After Frank was told that his lung cancer had spread to his heart and he had only months to live, he and his wife Wilma sold their house, canceled their health insurance, and put together a bucket list of things they wanted to do before death parted them.
"I'm short on my credit cards for 80,000 [New Zealand dollars] and the money we had left went on a business and that didn't work out so we are broke," Wilma said.
In addition to letting their house go at a significant loss, taking expensive trips to Australia and Fiji, and going on lavish spending sprees, Frank also started smoking and drinking coffee — two things he quit after being told he had cancer.
The pair didn't worry about getting into debt because they figured Frank's life insurance would cover it. They returned to Wairoa to pass what they thought were their last days together. "If the pain got too bad I was going to kill myself, but the pain never came ... everyone was surprised I was still alive," Frank told the New Zealand Herald.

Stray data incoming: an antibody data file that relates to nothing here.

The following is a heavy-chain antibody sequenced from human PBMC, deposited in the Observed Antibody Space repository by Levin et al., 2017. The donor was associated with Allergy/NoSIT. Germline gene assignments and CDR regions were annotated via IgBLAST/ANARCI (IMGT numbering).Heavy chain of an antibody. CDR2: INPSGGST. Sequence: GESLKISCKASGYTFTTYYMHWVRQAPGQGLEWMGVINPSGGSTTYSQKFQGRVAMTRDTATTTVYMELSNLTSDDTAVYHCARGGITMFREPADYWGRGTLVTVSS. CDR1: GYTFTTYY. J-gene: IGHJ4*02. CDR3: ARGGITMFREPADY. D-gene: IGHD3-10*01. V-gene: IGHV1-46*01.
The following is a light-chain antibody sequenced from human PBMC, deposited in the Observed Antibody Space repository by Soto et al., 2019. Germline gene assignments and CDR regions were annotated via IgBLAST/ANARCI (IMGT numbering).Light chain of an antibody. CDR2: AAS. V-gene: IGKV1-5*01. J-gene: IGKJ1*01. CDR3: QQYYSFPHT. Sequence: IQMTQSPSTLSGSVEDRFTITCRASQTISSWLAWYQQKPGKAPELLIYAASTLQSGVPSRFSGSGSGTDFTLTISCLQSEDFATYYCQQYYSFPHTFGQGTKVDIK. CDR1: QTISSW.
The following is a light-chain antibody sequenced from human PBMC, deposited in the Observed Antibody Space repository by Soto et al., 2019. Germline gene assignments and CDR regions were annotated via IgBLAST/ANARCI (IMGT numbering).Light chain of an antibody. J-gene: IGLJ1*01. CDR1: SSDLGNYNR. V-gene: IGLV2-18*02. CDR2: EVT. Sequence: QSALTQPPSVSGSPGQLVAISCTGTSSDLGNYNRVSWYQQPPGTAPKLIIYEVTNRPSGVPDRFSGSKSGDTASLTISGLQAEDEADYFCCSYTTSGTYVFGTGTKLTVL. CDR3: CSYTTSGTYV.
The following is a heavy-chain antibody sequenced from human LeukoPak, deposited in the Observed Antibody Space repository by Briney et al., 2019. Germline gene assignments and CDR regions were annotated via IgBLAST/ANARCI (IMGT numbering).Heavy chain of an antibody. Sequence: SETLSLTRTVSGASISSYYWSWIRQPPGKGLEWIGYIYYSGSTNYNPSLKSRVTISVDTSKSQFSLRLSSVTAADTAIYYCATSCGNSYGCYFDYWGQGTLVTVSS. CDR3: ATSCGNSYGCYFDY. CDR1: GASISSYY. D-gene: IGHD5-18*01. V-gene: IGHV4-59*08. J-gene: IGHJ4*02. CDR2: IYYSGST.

In fact, Frank's health was improving: In December 2011, nearly two years after he was diagnosed with terminal cancer, an ultrasound revealed that Frank was cancer-free.
But it would be another two months before a hospice worker finally informed the couple Frank was not going to die. "He said, 'I'm here for the last time'," Frank recalled, "and I said, 'Why'? He said, 'Well you don't have cancer'. We looked at each other and he said, 'Don't you know'?"
Dr. Rob Armstrong of Hawke's Bay Hospital blamed the bad diagnosis on "other medical conditions" that made correctly diagnosing Frank's cancer "difficult and complicated."
Though Dr. Armstrong says Frank is not entirely out of the woods yet, the couple are refusing medical care, saying "they've lost faith in the health system."
An investigation into the misdiagnosis has been launched.